Bog Body: How Old is the Tollund Man?

Bog Body: How Old is the Tollund Man?

Head of bog body Tollund Man.
Image Credit: Wikimedia Commons

On 8 May 1950, peat cutters Emil and Viggo Hojgaard stumbled upon a corpse in a peat layer in the Bjældskovdal peat bog, near Silkeborg, Denmark. They were startled: his stubble and woollen cap were still visible, his features were still easily identifiable and a noose around his neck trailed behind him.

Fearing that he was a recent murder victim, the brothers alerted the police. However, to international amazement, it was soon discovered that the body in the bog was an extraordinary 2000 years old and was likely the victim of ritual human sacrifice.

Here’s the story of the Tolland Man, the best-preserved prehistoric body in the world.

It was initially suspected that the body was a missing schoolboy

Though two previous bog bodies had been found on the same site, brothers Emil and Viggo Hojgaard were sceptical that they’d found another, since the body was so well-preserved. At the same time, a schoolboy from Copenhagen had disappeared, so the finders assumed it was likely his body.

Two days later, the police were alerted to the discovery. However, when they realised that there were no signs of recent digging, they referred it to archaeologists at the Silkeborg Museum. The very same day, famed archaeologist Professor P. V. Glob moved the body to the National Museum of Denmark for closer examination.

He was well-preserved because of the bog conditions

The stunningly well-preserved remains of the Tollund Man. Note his stubble, still visible.

Image Credit: Wikimedia Commons

The Tollund Man’s head was undamaged, and his lungs, heart, liver and skin were incredibly well-preserved. This was due to a number of factors. Firstly, the lack of oxygen underneath the surface and the cold climate of the Nordic countries meant that the body was less able to disintegrate or rot.

Moreover, acid in the peat, which helps to preserve soft tissue, was caused by a moss in the peat called Sphagnum which contains anti-degradation properties. In essence, the body was mummified, rather than broken down, which left the Tollund Man’s hair, skin and nails a leathery brown.

The Tollund Man’s clothing had also been preserved. He wore a pointed cap made of wool and sheepskin that was fastened under his chin by a hide thong. He also had a smooth hide belt around his waist. Other than these, his body was naked. Even his last meal, a porridge or gruel comprised of seeds and grains, was still in his intestines.

He was killed by hanging

Radiocarbon dating indicated that the body – now referred to as the Tollund Man – had died in around 405-380 BC. He was estimated to be around 40 years old and 5′ 3” in height, which was relatively short even for the time.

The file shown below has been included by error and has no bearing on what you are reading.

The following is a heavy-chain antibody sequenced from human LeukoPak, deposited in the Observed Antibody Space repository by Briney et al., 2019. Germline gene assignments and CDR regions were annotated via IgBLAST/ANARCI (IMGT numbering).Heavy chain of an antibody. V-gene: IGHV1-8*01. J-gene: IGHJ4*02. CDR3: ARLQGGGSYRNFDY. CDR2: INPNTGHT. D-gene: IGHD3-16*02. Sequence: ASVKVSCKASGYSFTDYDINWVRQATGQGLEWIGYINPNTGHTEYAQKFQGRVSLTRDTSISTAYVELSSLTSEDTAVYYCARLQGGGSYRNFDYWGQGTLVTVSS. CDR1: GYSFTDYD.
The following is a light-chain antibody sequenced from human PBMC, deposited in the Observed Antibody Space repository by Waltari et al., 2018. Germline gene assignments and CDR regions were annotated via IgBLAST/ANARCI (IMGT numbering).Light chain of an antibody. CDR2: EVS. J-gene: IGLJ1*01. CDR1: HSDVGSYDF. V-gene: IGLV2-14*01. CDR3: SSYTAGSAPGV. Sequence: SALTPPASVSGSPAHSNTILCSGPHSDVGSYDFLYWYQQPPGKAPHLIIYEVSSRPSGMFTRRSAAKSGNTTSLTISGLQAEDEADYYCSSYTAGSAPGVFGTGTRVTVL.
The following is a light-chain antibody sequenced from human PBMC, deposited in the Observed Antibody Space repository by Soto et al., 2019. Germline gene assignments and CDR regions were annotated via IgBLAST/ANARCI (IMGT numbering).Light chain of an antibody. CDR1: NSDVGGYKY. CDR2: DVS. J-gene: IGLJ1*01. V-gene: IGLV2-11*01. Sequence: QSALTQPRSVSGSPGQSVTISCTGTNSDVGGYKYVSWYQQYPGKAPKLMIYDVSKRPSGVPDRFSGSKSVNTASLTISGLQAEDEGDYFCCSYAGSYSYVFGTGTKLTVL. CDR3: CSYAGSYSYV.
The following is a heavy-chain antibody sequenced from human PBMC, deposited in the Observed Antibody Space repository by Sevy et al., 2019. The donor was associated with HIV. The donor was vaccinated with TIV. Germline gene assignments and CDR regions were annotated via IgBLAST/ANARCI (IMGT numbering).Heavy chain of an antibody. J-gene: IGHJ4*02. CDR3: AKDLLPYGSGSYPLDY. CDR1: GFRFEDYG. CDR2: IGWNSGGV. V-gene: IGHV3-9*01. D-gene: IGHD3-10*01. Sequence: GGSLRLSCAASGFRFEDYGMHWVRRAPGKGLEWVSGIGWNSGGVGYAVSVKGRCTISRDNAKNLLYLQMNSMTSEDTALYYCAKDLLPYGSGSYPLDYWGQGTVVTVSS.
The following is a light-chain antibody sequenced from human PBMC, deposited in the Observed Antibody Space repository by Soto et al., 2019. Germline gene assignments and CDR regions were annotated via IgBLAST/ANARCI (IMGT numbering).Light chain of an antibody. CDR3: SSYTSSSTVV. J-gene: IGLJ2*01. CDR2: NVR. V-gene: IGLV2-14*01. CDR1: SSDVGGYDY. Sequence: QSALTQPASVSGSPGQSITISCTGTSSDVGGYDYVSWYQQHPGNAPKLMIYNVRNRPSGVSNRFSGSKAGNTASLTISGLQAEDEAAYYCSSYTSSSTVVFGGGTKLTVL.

The remains of Tollund Man shortly after his discovery in 1950.

Image Credit: Wikimedia Commons

The rope had left visible furrows in his chin and neck, and an initial autopsy report from 1950 concluded that the man had died from hanging, rather than strangulation.

Scientists later concluded that the Tollund Man had likely been hanged as a sacrifice to the gods. The area he was buried in was frequently used as a place to communicate with many gods in ancient Europe, while studies of his intestines suggest that his death occurred around the seasons of winter or early spring, which were common times of the year for human sacrifice to occur.

Furthermore, his body had been handled with care; his eyes and mouth had been closed, he was carefully laid in the bog and his expression was calm, suggesting that he was not executed as a criminal.

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Some of the body is on display in a museum

With the 2000-year-old body now exposed to the elements, Danish scientists struggled to preserve the body without damaging it. Efforts to preserve it using smoke only resulted in it shrinking and becoming drier. Eventually, scientists were only able to preserve the head, and today, the rest of the body is actually a replica that was reconstructed in 1987.

The Tollund Man is on display at the Silkeborg Museum in Denmark. However, its reach is international. For instance, Nobel Prize-winning Irish poet Seamus Heaney wrote a poem titled The Tollund Man which compares ritual sacrifice to those who died during the sectarian violence of The Troubles.

The remains of the Tollund Man on display in a museum. Only the head is original; the rest of his body is a replica.

Image Credit: Wikimedia Commons

In Denmark, more than 500 bog bodies with remains dating to the Iron Age have been discovered, and research on them offers us a fascinating insight into the lives of our ancient ancestors. However, who the Tollund Man really was will remain a mystery forever.

Lucy Davidson